Dean Kirby

August 11, 2012

PACESETTER: Transport chiefs want commuters to follow in the trail of Sir Chris Hoy and fellow bike heroes

Cyclists are expected to make 2.5 million extra trips a year on Greater Manchester’s roads as transport chiefs promise to pave the streets with Olympic gold.

They have vowed to make the region the capital of commuter cycling in honour of the gold rush by Britain’s bike stars.

The cycling team, based at the Manchester Velodrome since 1994, won seven gold medals. Now transport bosses want to use it as a launchpad for encouraging people to ride on the region’s streets.

Plans are being drawn up by Transport for Greater Manchester to create cycling ‘hubs’ with secure bike parking in Altrincham, Ashton-under-Lyne, Bolton, Bury, Manchester, Oldham, Rochdale, Sale, Salford, Stockport and Wigan. New cycling routes are also being developed to provide easier access to jobs.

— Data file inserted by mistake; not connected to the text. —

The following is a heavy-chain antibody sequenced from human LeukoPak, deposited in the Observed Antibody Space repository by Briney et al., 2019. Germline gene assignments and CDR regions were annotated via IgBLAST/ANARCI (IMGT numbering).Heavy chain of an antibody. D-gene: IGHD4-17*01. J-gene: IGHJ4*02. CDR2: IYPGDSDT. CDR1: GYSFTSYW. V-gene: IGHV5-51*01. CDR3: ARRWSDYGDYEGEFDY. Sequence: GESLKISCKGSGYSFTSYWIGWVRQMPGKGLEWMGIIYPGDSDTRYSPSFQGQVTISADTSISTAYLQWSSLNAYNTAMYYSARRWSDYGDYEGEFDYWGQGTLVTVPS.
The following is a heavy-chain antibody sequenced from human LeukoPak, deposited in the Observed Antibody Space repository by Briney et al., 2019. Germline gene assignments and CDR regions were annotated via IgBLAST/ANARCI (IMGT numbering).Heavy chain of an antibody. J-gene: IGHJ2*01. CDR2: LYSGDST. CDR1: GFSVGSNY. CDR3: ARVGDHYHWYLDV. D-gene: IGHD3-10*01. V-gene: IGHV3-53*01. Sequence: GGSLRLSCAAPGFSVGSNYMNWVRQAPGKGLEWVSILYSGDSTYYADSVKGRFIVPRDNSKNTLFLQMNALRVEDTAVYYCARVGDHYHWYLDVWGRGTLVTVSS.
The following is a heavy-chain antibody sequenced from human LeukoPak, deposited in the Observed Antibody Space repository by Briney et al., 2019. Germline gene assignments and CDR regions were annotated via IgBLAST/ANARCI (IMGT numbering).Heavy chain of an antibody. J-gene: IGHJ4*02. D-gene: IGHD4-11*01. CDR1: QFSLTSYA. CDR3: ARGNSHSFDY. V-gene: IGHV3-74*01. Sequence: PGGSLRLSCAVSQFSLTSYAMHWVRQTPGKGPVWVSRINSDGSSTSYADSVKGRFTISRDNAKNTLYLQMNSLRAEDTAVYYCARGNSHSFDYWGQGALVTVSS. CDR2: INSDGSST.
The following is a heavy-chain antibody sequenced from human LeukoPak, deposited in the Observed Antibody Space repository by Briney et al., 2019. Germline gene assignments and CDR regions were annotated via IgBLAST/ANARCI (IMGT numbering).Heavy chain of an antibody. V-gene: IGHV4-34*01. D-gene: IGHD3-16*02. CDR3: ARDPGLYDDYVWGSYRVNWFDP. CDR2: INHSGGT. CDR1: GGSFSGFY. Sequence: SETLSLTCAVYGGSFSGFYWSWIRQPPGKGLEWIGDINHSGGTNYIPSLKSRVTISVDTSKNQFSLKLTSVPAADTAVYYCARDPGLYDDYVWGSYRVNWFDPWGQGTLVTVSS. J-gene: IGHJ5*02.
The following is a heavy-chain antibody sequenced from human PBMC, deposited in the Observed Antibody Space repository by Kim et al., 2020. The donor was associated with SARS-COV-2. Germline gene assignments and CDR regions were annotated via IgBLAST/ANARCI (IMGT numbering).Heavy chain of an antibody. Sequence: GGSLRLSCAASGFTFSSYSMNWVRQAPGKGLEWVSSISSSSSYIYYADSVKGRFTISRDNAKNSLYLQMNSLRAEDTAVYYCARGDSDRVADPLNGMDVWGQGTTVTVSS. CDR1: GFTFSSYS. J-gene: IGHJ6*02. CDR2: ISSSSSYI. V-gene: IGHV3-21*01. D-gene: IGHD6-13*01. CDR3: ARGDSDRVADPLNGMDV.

There will also be more cycling facilities and training offered after the region was granted £32.5m from the government for ‘sustainable travel’. They would cut 170 tonnes of carbon a year and save businesses £1.4m by reducing sickness.

Dave Newton, from Transport for Greater Manchester, said: "It’s a long and challenging road, but one that we are already on and, with the support of our partners, we’re very confident of achieving our goals."

Ian Drake, chief executive of British Cycling, said: "The people of Manchester have made a great home for British Cycling. Much of the great success we have seen at the Olympics, the Tour de France and in simply getting more people on bikes comes from here."

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